We just tried to write really energetic and creative music. Tim, Clint, and I and Tom Hardwick all knew each other. We knew Phil (Popielski) pretty well, his brother was a drummer, and he was a guitar player, and we had seen a bunch of his bands back in the day. Karl (Dutton) I didn’t know yet, he was the only guy I didn’t know yet, but I think he was a friend of Phil’s, so he came in on guitar as well. We just found each other as dudes that had been hanging out in the scene together for a long time and wanted to do something different, so we started doing that band. Probably about a year in, Scott Vogel took Tom Hardwick’s place and we kept going with that new lineup.
Cinderblock’s sound goes in a lot of different directions—metal, hardcore, rock, and even some hip-hop in your drumming. Was the idea to pull in everything you guys were into?
Yeah, for my drumming, I’ve always been a very groove-oriented drummer; that’s just my style. I still do, and always have, listen to a lot of hip-hop. I always try to bring that groove into my playing, even when I started playing with Earth Crisis. As far as the drumming angle, I think that’s where I came from; I was heavily influenced by hip-hop. It was actually the first musical style I ever got into, before I got into punk rock or hardcore. I still listen to it to this day, so it definitely influences my drumming.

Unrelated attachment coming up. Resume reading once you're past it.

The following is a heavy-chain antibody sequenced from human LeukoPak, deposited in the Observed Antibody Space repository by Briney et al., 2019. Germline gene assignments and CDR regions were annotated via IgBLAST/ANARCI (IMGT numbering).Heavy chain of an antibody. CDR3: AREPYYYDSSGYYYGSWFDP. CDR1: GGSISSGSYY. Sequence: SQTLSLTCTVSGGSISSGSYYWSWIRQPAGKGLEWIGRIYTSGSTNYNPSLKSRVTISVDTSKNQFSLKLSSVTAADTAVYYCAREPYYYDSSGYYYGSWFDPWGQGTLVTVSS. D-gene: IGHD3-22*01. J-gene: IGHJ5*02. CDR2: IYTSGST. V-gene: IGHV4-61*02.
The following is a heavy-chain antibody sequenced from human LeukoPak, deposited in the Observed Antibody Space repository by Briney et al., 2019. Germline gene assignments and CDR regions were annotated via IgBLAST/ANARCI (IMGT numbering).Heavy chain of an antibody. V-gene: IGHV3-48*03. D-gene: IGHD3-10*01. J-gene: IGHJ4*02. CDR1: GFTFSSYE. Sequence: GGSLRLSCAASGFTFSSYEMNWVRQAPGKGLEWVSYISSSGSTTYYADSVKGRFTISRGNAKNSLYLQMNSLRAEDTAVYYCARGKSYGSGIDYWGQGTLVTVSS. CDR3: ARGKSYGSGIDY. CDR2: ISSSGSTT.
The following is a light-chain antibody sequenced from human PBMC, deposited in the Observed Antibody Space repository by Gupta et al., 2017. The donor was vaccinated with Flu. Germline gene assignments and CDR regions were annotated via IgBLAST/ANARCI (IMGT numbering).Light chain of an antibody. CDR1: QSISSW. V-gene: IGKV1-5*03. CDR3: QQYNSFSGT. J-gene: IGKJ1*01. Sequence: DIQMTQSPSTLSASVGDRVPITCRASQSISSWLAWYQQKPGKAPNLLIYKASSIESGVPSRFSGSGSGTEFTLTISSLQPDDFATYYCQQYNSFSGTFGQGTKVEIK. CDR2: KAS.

Who are your go-to hip-hop artists?
Back then, I guess the biggest groups I was really into were—I loved Boogie Down Productions; I thought KRS-One had a lot of intelligent things to say. I liked Public Enemy. I loved Eric B. & Rakim and all of the Native Tongues stuff like A Tribe Called Quest and Queen Latifah and Black Sheep. I love Griselda; they’re a Buffalo hip-hop group. They’re actually getting really successful. They just released a new record that Black Thought from The Roots just put out. I love them, and it’s cool because they’re a local Buffalo band. I like a lot of the stuff that came from The Rawkus Records days, like I love Talib Kweli, Blackstar, Kendrick Lamar.
As you discovered hip-hop and hardcore growing up, did you see a similar nature in the approaches between the two?
Absolutely, that’s what drew me to both musical styles, the passion that I felt in both kinds of music. Of course, not all hip-hop is driven by that, but that’s the kind that I’m into. I didn’t get into a lot of the commercial stuff, but the stuff that I was into you could feel the passion of it. That’s the kind of music I like. I like all sorts of different stuff, but music that you can feel the vocalist means what they’re saying. That’s what kind of draws me to music a lot and hip-hop, hardcore, and punk have that in common.